Jeffrey Lancaster
(Retired) Aerospace Industry & University Consultant


Bolton, Ct. 

Why did you decide to pursue an aerospace engineering degree?   

I was thrilled with what was going on with the Mercury Program. Unlike a lot of my high school friends, many of my idols were astronauts! At the same time, I did have my fair share of football and baseball heroes!  

Describe your position. 

My area of expertise at Pratt and Whitney was turbine airfoil design and metrology. I currently provide consulting services to numerous airfoil suppliers and academia in matters related to airfoil measurement and multi-variant statistical analysis.  

What do you like most about your job? What do you find most challenging?  

At P&W I loved leading teams that helped implement new emerging technologies such as computer graphics, additive manufacturing, and non-contact measurement. I found selling the use of new paradigm shifting technologies to be one of the more challenging aspects of my job.  

What are your career goals?  

To continue to be involved in the evaluation, implementation, and use of newer technologies at the companies and academic institutions I consult for.  

Were you involved in any fellowships or internships? If so, please explain and discuss the benefits.  

Not as a student. As a P&W Fellow I supported and mentored many interns and graduate students and found it to be useful to not only the interns, but to P&W as all of my interns focused on well-defined assignments with obtainable objectives. Based on my experience everyone involved benefits from these types of activities.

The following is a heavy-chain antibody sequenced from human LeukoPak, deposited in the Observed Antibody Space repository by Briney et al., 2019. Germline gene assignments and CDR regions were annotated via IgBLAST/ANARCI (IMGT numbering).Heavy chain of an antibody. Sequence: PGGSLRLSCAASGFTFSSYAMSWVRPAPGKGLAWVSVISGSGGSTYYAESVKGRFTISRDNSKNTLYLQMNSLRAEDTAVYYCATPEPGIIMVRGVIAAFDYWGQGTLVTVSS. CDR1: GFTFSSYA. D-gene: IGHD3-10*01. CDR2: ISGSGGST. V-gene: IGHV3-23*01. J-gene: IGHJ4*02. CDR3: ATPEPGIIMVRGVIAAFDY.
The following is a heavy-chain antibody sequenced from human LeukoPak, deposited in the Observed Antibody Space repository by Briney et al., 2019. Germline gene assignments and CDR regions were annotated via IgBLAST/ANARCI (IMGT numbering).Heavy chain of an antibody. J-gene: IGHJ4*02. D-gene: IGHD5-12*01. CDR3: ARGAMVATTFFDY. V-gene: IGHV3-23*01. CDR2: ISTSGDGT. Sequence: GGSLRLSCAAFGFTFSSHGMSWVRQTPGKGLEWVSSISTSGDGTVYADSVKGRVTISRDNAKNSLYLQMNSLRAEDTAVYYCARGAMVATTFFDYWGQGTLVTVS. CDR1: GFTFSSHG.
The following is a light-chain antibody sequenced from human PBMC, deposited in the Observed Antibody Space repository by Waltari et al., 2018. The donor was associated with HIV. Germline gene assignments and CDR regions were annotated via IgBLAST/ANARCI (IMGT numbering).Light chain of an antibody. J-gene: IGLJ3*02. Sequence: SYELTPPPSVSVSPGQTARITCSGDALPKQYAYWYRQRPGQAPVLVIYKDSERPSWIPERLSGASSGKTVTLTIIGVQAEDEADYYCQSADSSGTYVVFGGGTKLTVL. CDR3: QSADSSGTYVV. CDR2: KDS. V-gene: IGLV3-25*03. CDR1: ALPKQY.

Do you recommend any particular focus for students other than academics to improve themselves as potential candidates for jobs? If so, please explain.  

Presentation skills is something you can never get too good at! I would encourage students to seek out opportunities to practice these skills as often as possible (e.g., ask a professor to allow you to present an interesting aspect of the course). Also, attend lectures given by visiting experts. Bring along some classmates and then jointly critique each talk over a few beers at Scholz's. 

Are there courses at UT you wish you had taken? If so, which ones and why?   

I wish I had taken some basic business courses. I think a fundamental knowledge of economics is very important in any scientific field.  

Why did you choose one track over the other (atmospheric/space)? Do you feel this has made any difference in your career? 

I chose ASE because I was captivated by the space program. What I learned was invaluable in my career, particularly the strong math skills I graduated with.  

Who was your most influential ASE or EM professor and why?  

Dr. Erwin Perry (the 1st Afro-American Engineering Professor at UT). His example of what it takes to be a true professional (knowledge, manner of dress, speech, and overall work ethic) is something I still think of. On each trip back to Austin I always visit his display in the Tower building. He sadly passed away at a very early age.  

What has been your most influential ASE or EM course and why?  

Dr. Westkaemper's Design Course! It forced us to bring the theoretical aspects of our education down to earth by applying them to a real problem.   

What is one piece of advice you have for current students?  

“Tough times don't last but tough people do.” Engineering is hard. Seek out mentors and don't be afraid to visit your professors for help & guidance. That's what they're there for.  

Are you still working in the aerospace engineering field? If not, why?  

I currently provide consulting services to several aerospace companies. I have also written several industry related algorithms and am currently involved with the Metrology Lab at the University of Hartford.  

Do you have a favorite memory as a UT aerospace student?  

Getting a key to get into the WRW Building to run a wind tunnel project in the middle of the night! I was the only one in the building. At the time I thought it was very cool.

List three things that most people don't know about you.  

1. I've run 24 Boston Marathons.  

2. In 1965-67 I played in a rock band in Austin (made a lot more money than my part time jobs).  

3. Goalie on the very 1st UT Hockey Club Team!